Jes Munk Hansen, president of Grundfos North America, was published in Pumps & Systems Magazine on Tuesday, Jan. 1.
A commentary on why the U.S. should follow the European Union’s lead in establishing minimum efficiency standards for the pump industry.
Voluntary certification and labeling programs such as Leadership in Energy and Environmental Design (LEED) and Energy Star have empowered businesses and individuals with the ability to use resources effectively and to protect the environment through superior energy efficiency. These programs have found success on a global scale and can be credited for raising the bar in their respective industries. The opportunity remains, however, to pioneer one last frontier of energy efficiency—water.
Out of sight but hard at work, pumps and pipes that supply water are essential to almost every aspect of modern life. From residential and commercial buildings to agriculture, industry and wastewater management, it is fair to say that pumps contribute significantly to our standard of living. Not surprisingly, enormous amounts of energy are required to keep them going. The Hydraulic Institute estimates that pumps and pump systems account for up to 20 percent of the global electricity demand.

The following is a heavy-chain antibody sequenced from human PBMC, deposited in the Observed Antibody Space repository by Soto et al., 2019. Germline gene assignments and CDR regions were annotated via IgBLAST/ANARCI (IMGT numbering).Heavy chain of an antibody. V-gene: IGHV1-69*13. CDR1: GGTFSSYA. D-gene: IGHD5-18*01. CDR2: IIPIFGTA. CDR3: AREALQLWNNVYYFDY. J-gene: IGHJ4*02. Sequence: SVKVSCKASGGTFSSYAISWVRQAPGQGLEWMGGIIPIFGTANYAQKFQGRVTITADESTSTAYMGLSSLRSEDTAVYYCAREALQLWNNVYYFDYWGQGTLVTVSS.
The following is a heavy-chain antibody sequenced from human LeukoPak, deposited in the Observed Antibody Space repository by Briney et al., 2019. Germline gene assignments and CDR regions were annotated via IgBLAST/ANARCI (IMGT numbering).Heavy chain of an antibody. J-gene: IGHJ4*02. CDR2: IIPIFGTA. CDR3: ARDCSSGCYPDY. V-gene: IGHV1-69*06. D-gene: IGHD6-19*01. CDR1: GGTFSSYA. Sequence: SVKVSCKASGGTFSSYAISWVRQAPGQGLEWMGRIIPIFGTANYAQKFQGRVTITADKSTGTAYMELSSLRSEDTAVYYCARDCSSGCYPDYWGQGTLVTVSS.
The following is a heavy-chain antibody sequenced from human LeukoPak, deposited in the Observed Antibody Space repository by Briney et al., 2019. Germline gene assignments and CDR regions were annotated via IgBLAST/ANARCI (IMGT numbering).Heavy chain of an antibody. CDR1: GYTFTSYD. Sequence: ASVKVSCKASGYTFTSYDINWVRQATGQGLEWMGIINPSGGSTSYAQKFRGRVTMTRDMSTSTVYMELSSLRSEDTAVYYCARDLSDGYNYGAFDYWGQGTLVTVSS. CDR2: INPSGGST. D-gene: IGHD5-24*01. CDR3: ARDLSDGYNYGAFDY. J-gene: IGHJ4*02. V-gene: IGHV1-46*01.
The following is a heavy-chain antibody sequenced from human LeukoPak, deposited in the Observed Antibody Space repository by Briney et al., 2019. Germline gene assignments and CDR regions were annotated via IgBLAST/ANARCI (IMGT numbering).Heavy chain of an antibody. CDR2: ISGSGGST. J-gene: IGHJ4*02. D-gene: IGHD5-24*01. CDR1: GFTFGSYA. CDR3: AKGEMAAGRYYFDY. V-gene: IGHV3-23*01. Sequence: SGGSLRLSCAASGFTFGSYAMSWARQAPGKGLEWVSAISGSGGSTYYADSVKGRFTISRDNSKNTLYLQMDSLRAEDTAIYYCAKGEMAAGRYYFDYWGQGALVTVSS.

Although pumps will always be responsible for a large portion of overall electricity demand, standards within the industry can help reduce energy usage by requiring manufacturers to design and produce more efficient pumps. The European Union (E.U.) has already implemented such regulations. The U.S. should follow suit.
Without minimum efficiency standards, American individuals and businesses are not getting the performance they should from their pumps. It is imperative that the overall technology level of the industry as a whole be raised.
The U.S. is currently stuck in a vicious cycle because energy production requires enormous volumes of water and the distribution of water is equally dependent on large amounts of energy. By 2030, the electric sector alone could consume as much water as the entire country’s domestic consumption in 1995, according to the U.S. Department of Energy.
Technology is the key solution to this energy and water connection. By greatly improving the efficiency of water equipment, the industry’s energy dependence can decrease.
The good news is that such equipment already exists. What the U.S. needs now is a labeling system to facilitate this technological jump to increase transparency within the industry in the eyes of American consumers, engineers and investors. A labeling system would encourage the entire industry to innovate and develop high-tech solutions.